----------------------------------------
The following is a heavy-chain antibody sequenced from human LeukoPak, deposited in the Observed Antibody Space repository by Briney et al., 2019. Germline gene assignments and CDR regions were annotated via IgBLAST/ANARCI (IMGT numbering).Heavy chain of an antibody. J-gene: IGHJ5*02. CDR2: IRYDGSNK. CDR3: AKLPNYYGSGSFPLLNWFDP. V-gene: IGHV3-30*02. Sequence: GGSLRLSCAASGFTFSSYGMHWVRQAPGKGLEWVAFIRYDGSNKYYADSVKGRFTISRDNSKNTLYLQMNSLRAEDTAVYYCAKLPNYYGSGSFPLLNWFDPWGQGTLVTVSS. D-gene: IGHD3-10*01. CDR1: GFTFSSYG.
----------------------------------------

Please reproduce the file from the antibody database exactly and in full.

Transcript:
The following is a heavy-chain antibody sequenced from human LeukoPak, deposited in the Observed Antibody Space repository by Briney et al., 2019. Germline gene assignments and CDR regions were annotated via IgBLAST/ANARCI (IMGT numbering).Heavy chain of an antibody. J-gene: IGHJ5*02. CDR2: IRYDGSNK. CDR3: AKLPNYYGSGSFPLLNWFDP. V-gene: IGHV3-30*02. Sequence: GGSLRLSCAASGFTFSSYGMHWVRQAPGKGLEWVAFIRYDGSNKYYADSVKGRFTISRDNSKNTLYLQMNSLRAEDTAVYYCAKLPNYYGSGSFPLLNWFDPWGQGTLVTVSS. D-gene: IGHD3-10*01. CDR1: GFTFSSYG.